The native population of Jorvik was never completely erased by the arrival of the Vikings. Contrarily, settlers often had native wives. The resulting children were often brought up in religiously diverse households, possibly even fully Christian. Eventually, full conversion was occurred as intermarriage continued and the influence of the church grew stronger (Williams, 2011).

Vikings who had come as conquerors began to settle down and had “gone native” in terms of the religious landscape. By the period in which Jorvik is set — about a century later — the two faiths have settled into relative harmony.” -Dr. Chris Tuckley (Wilkinson, 2017)

References

Design, SUMO. “History of York.” Viking Invasion: History of York. Accessed March 11, 2019. http://www.historyofyork.org.uk.

Grimshaw, Patricia. “Vikings in Our Midst: the Jorvik Viking Center brings the past to life based on archeological findings.” (2018) The Vintage News. https://www.thevintagenews.com/2018/05/17/jorvik-viking-centre/

Hall, R. A. (1996). English Heritage book of York. London: B.T. Batsford. 

Hartley, E. (1985). Roman life at the Yorkshire Museum: Gallery guide.

History of York. Retrieved from http://www.historyofyork.org.uk/themes/roman/roman-gods-and-goddesses.

“History of York.” Viking Invasion: History of York. Accessed March 11, 2019. http://www.historyofyork.org.uk/themes/the-romans-arrive.

“Jorvik (York) as a Religious Centre.” A Viking Raid. Accessed March 11, 2019. http://www.viking.no/e/england/york/jorvik_as_a_religious_centre.html.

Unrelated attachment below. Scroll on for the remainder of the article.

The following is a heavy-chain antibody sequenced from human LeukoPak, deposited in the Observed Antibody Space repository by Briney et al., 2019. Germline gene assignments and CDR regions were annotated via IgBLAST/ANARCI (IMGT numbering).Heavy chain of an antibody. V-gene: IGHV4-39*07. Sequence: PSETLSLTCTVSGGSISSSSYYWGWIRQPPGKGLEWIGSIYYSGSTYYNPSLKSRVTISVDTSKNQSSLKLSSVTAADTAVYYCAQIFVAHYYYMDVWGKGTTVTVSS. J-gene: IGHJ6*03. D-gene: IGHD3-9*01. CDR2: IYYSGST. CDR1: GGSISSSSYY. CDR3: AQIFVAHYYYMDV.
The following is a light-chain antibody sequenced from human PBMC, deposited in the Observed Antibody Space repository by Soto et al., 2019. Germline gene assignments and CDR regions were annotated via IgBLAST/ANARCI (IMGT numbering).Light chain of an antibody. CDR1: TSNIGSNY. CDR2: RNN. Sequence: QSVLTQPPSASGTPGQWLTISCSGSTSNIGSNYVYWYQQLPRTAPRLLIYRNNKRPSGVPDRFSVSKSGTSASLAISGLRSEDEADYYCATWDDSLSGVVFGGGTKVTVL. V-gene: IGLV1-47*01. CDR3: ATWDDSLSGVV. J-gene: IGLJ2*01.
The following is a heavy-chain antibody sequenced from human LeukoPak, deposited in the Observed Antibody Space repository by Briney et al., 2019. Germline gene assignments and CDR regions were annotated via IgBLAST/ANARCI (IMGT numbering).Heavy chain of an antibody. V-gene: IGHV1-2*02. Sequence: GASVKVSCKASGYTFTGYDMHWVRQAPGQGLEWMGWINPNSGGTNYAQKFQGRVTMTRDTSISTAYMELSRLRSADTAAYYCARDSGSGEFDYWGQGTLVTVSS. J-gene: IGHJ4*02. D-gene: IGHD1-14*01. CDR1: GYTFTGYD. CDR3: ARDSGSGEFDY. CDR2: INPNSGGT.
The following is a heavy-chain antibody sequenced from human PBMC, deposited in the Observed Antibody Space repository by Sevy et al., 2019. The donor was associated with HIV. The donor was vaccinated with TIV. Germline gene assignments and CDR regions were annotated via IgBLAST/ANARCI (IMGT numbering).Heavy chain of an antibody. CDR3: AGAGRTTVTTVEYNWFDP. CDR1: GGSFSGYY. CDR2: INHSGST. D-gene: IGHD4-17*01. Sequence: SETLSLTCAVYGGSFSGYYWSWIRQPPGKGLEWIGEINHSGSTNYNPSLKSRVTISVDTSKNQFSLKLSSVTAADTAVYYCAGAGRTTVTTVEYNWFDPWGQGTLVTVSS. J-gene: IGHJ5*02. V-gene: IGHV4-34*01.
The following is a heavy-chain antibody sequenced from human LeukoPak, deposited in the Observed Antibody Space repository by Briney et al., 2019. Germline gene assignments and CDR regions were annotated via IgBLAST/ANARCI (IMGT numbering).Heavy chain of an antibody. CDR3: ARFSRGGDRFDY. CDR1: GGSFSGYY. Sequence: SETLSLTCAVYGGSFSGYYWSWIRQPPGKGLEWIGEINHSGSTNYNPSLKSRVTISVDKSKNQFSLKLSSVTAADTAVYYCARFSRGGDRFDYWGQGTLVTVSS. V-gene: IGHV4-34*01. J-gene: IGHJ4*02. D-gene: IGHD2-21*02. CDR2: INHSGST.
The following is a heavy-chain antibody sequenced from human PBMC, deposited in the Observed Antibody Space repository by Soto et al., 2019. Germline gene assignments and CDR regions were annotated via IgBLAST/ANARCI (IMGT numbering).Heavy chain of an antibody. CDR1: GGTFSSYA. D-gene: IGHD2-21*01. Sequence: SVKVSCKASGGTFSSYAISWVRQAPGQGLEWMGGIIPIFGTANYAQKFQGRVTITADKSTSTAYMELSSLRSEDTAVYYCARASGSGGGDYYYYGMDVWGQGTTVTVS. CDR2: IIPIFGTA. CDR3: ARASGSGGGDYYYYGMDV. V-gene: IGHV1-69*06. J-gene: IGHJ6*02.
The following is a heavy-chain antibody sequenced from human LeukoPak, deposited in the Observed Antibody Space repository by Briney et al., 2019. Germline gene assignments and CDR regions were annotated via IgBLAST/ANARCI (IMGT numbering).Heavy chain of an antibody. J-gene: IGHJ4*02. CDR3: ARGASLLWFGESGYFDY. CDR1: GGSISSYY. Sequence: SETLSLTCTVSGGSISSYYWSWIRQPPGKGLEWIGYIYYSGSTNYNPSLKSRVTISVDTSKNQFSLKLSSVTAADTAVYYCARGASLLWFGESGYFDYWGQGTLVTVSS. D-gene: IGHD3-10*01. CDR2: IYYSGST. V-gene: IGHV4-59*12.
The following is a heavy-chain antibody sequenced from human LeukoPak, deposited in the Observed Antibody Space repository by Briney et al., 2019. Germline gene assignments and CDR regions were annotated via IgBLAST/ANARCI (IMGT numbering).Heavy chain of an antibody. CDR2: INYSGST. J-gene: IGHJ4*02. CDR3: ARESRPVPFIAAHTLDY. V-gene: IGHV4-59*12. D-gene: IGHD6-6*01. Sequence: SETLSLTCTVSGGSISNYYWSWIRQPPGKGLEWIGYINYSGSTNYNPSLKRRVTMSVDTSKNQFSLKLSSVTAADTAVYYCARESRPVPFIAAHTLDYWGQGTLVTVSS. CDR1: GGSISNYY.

Robson, Louise. “York History Timeline.” York History. Accessed March 11, 2019. http://web.archive.org/web/20070314135055/http://www.yorkhistory.com/timeline/index.php.

“Vikings: From Pagans to Christians” History on the Net. https://www.historyonthenet.com/vikings-from-pagans-to-christians

Wilkinson, Paul. “Christianity given larger part in revamped Jorvik’s story”. (2017). Church Times. https://www.churchtimes.co.uk/articles/2017/17-march/news/uk/christianity-given-larger-part-in-revamped-jorvik-s-story

Williams, Gareth. “Viking Religion”. (2011). BBC. http://www.bbc.co.uk/history/ancient/vikings/religion_01.shtml

“York History – Saxon York.” Britain Express. Accessed March 11, 2019. https://www.britainexpress.com/cities/york/saxon.htm.

14 Comments

  1. sheny2
    ·

    Some Online Sources(links) of Religious life in York

    A couple of wiki links about religious life in York:
    en.wikipedia.org/wiki/York#Early_history
    en.wikipedia.org/wiki/Religion_in_York
    en.wikipedia.org/wiki/Archbishop_of_York

    General Timeline of York’s history:
    web.archive.org/web/20070314135055/http://www.yorkhistory.com/timeline/index.php

    Websites about York’s History:
    http://www.historyofyork.org.uk/home
    http://www.britainexpress.com/cities/york/saxon.htm
    web.archive.org/web/20080204082639/http://www.york.gov.uk/leisure/Local_history_and_heritage/yorks_history/02_eoferwic/

    Brief history of Christianity in York:
    http://www.viking.no/e/england/york/jorvik_as_a_religious_centre.html

    Religious history and list of archbishops of York:
    http://www.newadvent.org/cathen/15733b.htm

    Reply
  2. sheny2
    ·

    3.3 Meeting
    Periods (300-1050)